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The history of the islands and how to maintain their culture

At the institute, I replaced Professor Carlos Martínez, who had done the important task of helping the University get closer to the community, with the support of the Caribbean Studies Group in Bogotá. 

I already knew the Islands, especially Providencia, where back in the 80s I was in charge of Hotel Aury for the Offices of the Araracuara Corporation. My first task after getting installed in San Andrés was to convince the University to open a Campus, as just having an institute did not necessarily constitute a campus. We had two plots of land and a blueprint for the Institute –made by Architect Pedro Juan Jaramillo–which we turned in a project, adapting it to the local conditions in all regards. Later, with the support of Biologist Petter Lowy, we began the task of establishing and launching the San Andrés Botanical Garden.

The University building, the Botanical Garden, and the PEAMA Classroom Building were built maintaining harmony and respect for the Island traditions and answering to the environmental conditions and the local resources.


Immediately we began another assignment with the group of professors: begin the publications of the Campus of the Caribbean. The first two were the book entitled, The Interest of America in Sea Power, Present and Future by U.S. Marine Captain Alfred Thayer Mahan, (in the year 2000) and the collection of Caribbean Booklet Collection. But the biggest impact was publishing the book No Give Up, Maan!(in 2002) by Hazel Robinson Abraham.

This book, considered a foundational novel of the islands, turned into a reference book for the literature of the Islands and was included in the Afro-Colombian Literature Library of the Colombian Ministry of Culture. Then came other books like Sail Ahoy!!! (2004) and The Prince of St. Catherine (2009), and then others that rescued the valuable contributions of Hazel Robinson Abrahams.


Later we began the task of disclosing the results of the research projects over the culture of the islands carried out by the University. This was done thanks to the discovery of the walls that sheltered what had been the offices of the Bank of the Republic, demolished to build the current university campus, a task which waited for years for its materialization.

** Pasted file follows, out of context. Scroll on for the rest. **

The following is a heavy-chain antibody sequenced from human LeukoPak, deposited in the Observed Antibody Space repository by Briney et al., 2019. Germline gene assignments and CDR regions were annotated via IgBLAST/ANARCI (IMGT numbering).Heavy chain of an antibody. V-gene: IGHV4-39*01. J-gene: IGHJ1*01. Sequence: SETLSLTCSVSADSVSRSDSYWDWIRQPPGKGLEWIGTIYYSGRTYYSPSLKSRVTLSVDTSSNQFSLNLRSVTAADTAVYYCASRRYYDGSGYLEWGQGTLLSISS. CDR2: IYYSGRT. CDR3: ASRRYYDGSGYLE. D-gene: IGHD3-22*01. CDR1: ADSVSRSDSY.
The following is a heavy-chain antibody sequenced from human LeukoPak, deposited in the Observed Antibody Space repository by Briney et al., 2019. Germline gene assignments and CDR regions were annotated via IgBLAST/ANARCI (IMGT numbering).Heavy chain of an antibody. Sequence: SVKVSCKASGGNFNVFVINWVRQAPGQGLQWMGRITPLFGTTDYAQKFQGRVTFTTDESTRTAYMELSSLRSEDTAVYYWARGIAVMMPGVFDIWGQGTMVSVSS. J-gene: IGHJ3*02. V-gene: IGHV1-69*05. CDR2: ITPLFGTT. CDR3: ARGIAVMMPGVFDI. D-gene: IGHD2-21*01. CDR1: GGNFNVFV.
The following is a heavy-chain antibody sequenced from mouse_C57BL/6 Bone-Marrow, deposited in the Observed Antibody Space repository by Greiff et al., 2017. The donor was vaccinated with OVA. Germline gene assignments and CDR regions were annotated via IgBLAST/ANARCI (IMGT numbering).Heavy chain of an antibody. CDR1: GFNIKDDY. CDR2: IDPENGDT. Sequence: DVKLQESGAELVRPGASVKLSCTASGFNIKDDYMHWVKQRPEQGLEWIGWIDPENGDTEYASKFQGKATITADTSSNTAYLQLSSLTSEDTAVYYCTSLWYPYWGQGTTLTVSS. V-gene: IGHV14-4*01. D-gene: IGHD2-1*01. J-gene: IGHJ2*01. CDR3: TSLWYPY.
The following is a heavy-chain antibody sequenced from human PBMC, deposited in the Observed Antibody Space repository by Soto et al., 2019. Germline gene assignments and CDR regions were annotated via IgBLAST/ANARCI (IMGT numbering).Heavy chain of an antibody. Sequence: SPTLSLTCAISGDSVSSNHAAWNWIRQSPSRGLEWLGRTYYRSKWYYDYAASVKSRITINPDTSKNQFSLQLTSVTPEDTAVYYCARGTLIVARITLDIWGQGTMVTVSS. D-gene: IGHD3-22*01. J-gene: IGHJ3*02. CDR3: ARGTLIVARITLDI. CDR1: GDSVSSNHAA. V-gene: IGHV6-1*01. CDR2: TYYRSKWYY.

The large-format expositions and on material inalterable to the effects of an outdoor exposition allowed for three years to have scenarios in San Andrés as those of Calle 1 with Colón Avenue,  turned meeting and discussion areas of the Caribbean legacy. In this public space, the Caribbean campus has presented the expositions: “La casa isleña/Island houses”, “Ysla de Sta Catalina, and Providence Island” and “The Spirit of Persistence”.

The expositions, presented both in Spanish and in English, were seen day and night by island residents, schoolchildren, and countless tourists that visited San Andrés with great respect, without enduring any act of vandalism.

The islands of Providencia and Santa Catalina have a long and unknown history both to the country as the inhabitants of the Archipelago. We were interested in having quality graphic material for the exposition, so we at first, drew on the “Archivo General de Indias” (General Archives of the Indies), where we obtained, through an agreement, all the blueprints available of the islands in high-resolution formatting. 

Several of the blueprints showed were presented for the first time, highlighting the map sent by Diego de Mercado to King Philip the Third en 1617, alerting over the threat of an English invasion. Also, it was the first map of Providencia and Santa Catalina that was discovered in said archives.

This exposition was shown since October 4 of 2010 and for three more years at the mural of Colón Street in San Andrés; later at the Claustro San Agustín in Bogotá between October 26, 2010, and March 31, 2011, and seen by hundreds of people, fulfilling its purpose. The presentation at the Cloister had the support of Historian Malcolm Deas, who provided the English Empire perspective of the time.

The Spirit of Persistence

The exposition “The Spirit of Persistence” is the continuation of a chronicle of Hazel Robinson Abrahams published in August of 1959 in her column “Meridiano 81” (El Espectador Newspaper) on the Persistence schooner, built-in 1928 by Mr. Palmerston Coulson, who also built around 50 vessels and close to 100 houses on the Islands, with five helpers.

The final purpose was to rebuild the schooner so it would be anchored on the San Andrés bay as a live testament of the era of sail navigation. We did get a scale-model of the Sail Ahoy!!! novel vessel and the interviews to seafarers in the Caribbean Booklets. These and the exposition allowed recording one of the best eras of the islands.

In San Andrés, the exposition was part of the Padilla Expedition in homage to Admiral Padilla and was installed with the presence of military commanders of the island.

Island houses

The exposition Casa isleña/Island houses, exhibited between 2011 and 2013, is part of the research project over the architectural legacy of San Andrés, of Architect Clara Eugenia Sánchez, included her books  Casa isleña/Island houses and The Last China Closet. The author allowed discussions amongst youngsters of the island and inhabitants of the Archipelago, besides tourist viewings that routinely visit San Andrés, and also shared her results and proposal with the community.

For consulting:

- Island Houses

- The Spirit of Persistence

- Ysla de St. Catalina and Providence Island

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